Here are the cards involved:

Creatures you control gain flying.

All creatures lose flying.

When Oblivion Ring enters the battlefield, exile a nonland permanent (card). When Oblivion Ring leaves the battlefield, return that permanent (card) to play under its owner's control.

Destroy all enchantments.

So, I play a Levitation, and all of my creatures gain flying. Next turn, my opponent responds with a Gravity Sphere, and so, since the Gravity Sphere came into play more recently, it overrides Levitation, so all of my creatures would then lose flying. So, I play Oblivion Ring on his Gravity Sphere, my creatures gain flying again. He then plays Oblivion Ring on my Leviation, they lose flying. I then play Tranquility, which simultaneously kills both Oblivion Rings and brings back the Levitation and Gravity Sphere. So at this point, does everyone fly, or do they all stay on the ground?

  • You shouldn't use priority to refer to interactions between continuous effects. "Priority" in Magic specifically refers to when each player has the opportunity to play spells and activate abilities.
    – murgatroid99
    Apr 5, 2014 at 17:16
  • so what would you call it then? precedence?
    – chiliNUT
    Apr 7, 2014 at 21:54
  • 1
    It's technically the order of application of continuous effects. But you might have noticed I already removed all mentions of priority from your question without using any jargon that heavy.
    – ikegami
    Apr 8, 2014 at 0:24

1 Answer 1


Short answer: your creatures lose flying.

Since both Oblivion Rings are destroyed at the same time, their triggered abilities "When Oblivion Ring leaves the battlefield, return the exiled card to the battlefield under its owner's control." are put on the stack. They are put on the stack in APNAP order:

603.3b If multiple abilities have triggered since the last time a player received priority, each player, in APNAP order, puts triggered abilities he or she controls on the stack in any order he or she chooses. (See rule 101.4.) Then the game once again checks for and resolves state-based actions until none are performed, then abilities that triggered during this process go on the stack. This process repeats until no new state-based actions are performed and no abilities trigger. Then the appropriate player gets priority.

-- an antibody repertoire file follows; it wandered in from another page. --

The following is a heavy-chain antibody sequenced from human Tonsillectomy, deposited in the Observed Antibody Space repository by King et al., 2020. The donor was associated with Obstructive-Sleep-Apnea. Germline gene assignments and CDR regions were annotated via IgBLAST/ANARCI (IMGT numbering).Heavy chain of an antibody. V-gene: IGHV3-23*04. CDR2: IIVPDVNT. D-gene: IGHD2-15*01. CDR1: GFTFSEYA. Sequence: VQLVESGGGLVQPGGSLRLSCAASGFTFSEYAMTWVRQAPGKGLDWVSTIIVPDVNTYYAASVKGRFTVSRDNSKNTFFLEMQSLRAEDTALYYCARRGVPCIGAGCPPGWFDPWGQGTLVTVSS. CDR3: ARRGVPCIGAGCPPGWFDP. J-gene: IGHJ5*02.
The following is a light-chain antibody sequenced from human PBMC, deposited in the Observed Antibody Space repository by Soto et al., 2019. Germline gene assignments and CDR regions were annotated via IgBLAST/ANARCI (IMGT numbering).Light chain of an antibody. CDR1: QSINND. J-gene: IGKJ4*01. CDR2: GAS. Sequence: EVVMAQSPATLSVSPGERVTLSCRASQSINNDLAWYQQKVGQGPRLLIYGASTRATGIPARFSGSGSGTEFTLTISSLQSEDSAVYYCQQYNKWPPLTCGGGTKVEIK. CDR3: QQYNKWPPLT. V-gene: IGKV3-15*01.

Since we are in your turn (because Tranquility is a sorcery), the ability of the Oblivion Ring you control is put on the stack, then on top of that is put the ability of the other Oblivion Ring. First we resolve the one your opponent controls which returns Levitation to the battlefield. Then we resolve the one you control, and return Gravity Sphere. Since Gravity Sphere entered last on the battlefield, all your creatures lose flying.

Of course, if you somehow managed to destroy both rings on your opponents turn, then the result would be reversed and your creatures would have flying.

When you asked the question, you thought Levitation and Gravity Sphere were entering the battlefield simultaneously. You now know that's not the case here, but you probably still wonder what would happen if they did enter the battlefield simultaneously.

The order in which the effects are applied are defined in the section of the rules entitled "Interaction of Continuous Effects". As you've indicated, it comes down to timestamps in this case (whichever has the latter timestamp wins out). So which one has the later timestamp if they both entered the battlefield simultaneously?

613.6g If two or more objects would receive a timestamp simultaneously, such as by entering a zone simultaneously or becoming attached simultaneously, the active player determines their timestamp order at that time.

Being the Active Player, you would decide the timestamp order.

  • If you decide that Levitation has the lower timestamp, it gives the ability then Gravity Sphere takes it away, so none of your creatures can fly.
  • If you decide that Gravity Sphere has the lower timestamp, it task away the ability then Levitation grants it, so all of your creatures can fly.

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